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When the Mighty Fall

July 2, 2012

“When the Mighty Fall” 2 Samuel 1:1-27 © 7/1/12 Ordinary 13B by Tom Cheatham at First Presbyterian Church, Amory, MS. All rights reserved.

As we all know, former Penn State assistant football coach Jerry Sandusky was convicted recently on 45 of the 48 counts against him. He will be likely be sentenced in September, after hearings in which his victims may tell about the impact Sandusky’s actions have had on their lives. He faces well over 400 years in prison, which of course would mean the 68 year-old would spend the rest of his life in jail.

Sandusky is just the latest in a long line of high-profile people to be involved in scandal and/or caught in wrongdoing. We remember the spectacle of John Edwards on trial for misuse of campaign funds. The federal government lost that case, in which they were trying to prove Edwards was a criminal and not merely a reprehensible, loathsome sinner for his treatment of his wife and family and his denial of a child with Rielle Hunter. The two have now broken up by mutual agreement, by the way, in the wake of her tell-all memoir. Hunter is also despised, but as someone has observed, at least she’s famous, which is all that matters these days (Michelle Cottle, “What You Can Learn from John Edwards and Rielle Hunter”; see note 1 for link.)

And before that…. Well, just think back. There always seems to be some sensational case involving a celebrity, a sports figure, a politician, a prominent physician or preacher. When I preached last on this text way back in 1994, O.J. Simpson was the latest figure to have fallen. That was also around the time of the Bill Clinton’s troubles with Paula Jones.

The morning’s text, of course, has to do with the demise of a king and his son in battle. Those two were not involved in scandal or in any shady dealings, but in seeking to protect Israel from its perennial enemies the Philistines. Once again the battle had been lost, and King Saul and Prince Jonathan were dead on the heights of Mt. Gilboa, along with two of Saul’s other sons. Yes, Saul had been paranoid, melancholy, and ultimately ineffective, but he had also given Israel hope for freedom and a kingdom at peace and worthy of respect. David’s relationship with him had been complex, to say the least. As for Jonathan, he and David had covenanted with each other to stay as close as brothers. Yet Jonathan stuck by his father, even given that agreement and his frequent arguments with Saul about Jonathan’s loyalty to his “bro,” as we would say today.

Still, despite the great differences in context and circumstances, the story we heard gives us some clues about how to handle times of national and community loss and pain when previously revered leaders are revealed even to be predatory monsters. One option is to rejoice at the downfall of someone who has committed a crime or is an enemy of the nation or “merely” has acted unethically and abused the privileges and power of office. This was the reaction of the Philistines when they heard of Saul and Jonathan’s demise. Probably someone brought their armor or shields back to Ashkelon or Gath, key cities of the Philistines. There was dancing in the streets. If they had had guns, they would have fired them into the air in celebration. If they had had fireworks, they would have sent them flying.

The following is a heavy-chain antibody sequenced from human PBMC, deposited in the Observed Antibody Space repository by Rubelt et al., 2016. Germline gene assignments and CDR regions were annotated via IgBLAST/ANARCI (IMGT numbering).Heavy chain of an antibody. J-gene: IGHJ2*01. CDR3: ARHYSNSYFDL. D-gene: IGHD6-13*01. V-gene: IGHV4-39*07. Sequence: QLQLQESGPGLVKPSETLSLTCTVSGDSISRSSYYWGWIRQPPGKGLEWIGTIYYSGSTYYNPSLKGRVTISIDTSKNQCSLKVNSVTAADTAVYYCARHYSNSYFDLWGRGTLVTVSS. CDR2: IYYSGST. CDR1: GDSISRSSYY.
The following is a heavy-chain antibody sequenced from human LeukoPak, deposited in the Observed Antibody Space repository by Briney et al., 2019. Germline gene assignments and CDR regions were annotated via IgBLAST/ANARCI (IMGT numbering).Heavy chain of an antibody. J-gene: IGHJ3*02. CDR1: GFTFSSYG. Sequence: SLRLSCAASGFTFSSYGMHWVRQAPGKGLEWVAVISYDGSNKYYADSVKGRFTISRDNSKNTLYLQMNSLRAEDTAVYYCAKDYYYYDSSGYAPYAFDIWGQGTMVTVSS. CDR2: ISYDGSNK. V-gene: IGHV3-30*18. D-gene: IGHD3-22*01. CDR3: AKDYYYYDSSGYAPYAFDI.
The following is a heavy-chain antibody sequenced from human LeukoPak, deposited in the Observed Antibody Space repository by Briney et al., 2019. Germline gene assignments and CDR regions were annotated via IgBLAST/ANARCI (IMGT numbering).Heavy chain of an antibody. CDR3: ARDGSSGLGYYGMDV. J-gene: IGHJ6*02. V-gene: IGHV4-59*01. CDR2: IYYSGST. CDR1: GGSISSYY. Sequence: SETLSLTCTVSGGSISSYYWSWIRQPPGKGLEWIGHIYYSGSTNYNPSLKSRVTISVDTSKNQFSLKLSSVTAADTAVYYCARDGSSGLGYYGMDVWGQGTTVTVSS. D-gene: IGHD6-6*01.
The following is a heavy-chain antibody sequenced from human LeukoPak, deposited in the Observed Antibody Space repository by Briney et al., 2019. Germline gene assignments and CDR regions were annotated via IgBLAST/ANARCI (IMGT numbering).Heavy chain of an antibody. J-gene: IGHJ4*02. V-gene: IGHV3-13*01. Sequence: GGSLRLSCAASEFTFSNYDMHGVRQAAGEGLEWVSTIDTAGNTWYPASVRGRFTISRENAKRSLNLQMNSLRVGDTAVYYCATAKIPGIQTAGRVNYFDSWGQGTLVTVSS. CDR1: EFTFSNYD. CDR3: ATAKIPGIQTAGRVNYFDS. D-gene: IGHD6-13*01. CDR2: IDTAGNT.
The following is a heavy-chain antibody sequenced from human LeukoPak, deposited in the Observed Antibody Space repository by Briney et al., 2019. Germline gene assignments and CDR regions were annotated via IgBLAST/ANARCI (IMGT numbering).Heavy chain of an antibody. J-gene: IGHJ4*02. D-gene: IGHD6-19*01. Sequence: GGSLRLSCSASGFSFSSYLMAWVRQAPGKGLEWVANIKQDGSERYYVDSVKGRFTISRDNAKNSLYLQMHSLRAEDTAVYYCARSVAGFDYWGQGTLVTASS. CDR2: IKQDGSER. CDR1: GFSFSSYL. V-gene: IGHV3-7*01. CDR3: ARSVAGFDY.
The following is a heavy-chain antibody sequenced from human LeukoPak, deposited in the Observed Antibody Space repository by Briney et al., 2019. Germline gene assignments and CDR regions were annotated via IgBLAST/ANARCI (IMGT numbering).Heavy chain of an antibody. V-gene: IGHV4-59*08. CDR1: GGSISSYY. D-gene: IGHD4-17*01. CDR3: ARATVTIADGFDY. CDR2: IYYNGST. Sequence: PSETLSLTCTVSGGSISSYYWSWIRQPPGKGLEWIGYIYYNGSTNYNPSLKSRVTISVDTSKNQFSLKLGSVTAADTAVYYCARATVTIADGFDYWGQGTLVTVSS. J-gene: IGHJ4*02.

In a word, this is the “gloat” approach. Those who see an opportunity to advance themselves, even for a short time, their 15 minutes of fame, seize upon these sorts of cases. A rival politician takes advantage of another leader’s gaffe and milks it for all it’s worth to make the other man or woman look out of touch or incompetent. A group of people get together and undermine the work of the struggling pastor or the church council, and they split a church for the sake of advancing their regressive agenda or their own power. An attorney or a writer uses a tragic case for personal gain and fame.

A sports columnist wrote about the scene after the Sandusky conviction: “It was all so surreal Friday night, what should have been a sober and solemn moment turned into an election-night rally at courthouse headquarters in Bellefonte, Pa. A girl mugged for the cameras. A crowd that had gathered on the courthouse steps in T-shirts and shorts cheered when the verdict was announced. There was the usual cry of ‘Can you hear me?’ as the losers and the victors stepped to the microphone-soaked podium. There were the endless speeches of congratulation and self-congratulation with suited stragglers in the back hoping for a little television face time” ((Buzz Bissinger, “Why Did the Lawyers’ Post–Sandusky Conviction Comments Shield Penn State From Shame?”; see note 2 for link).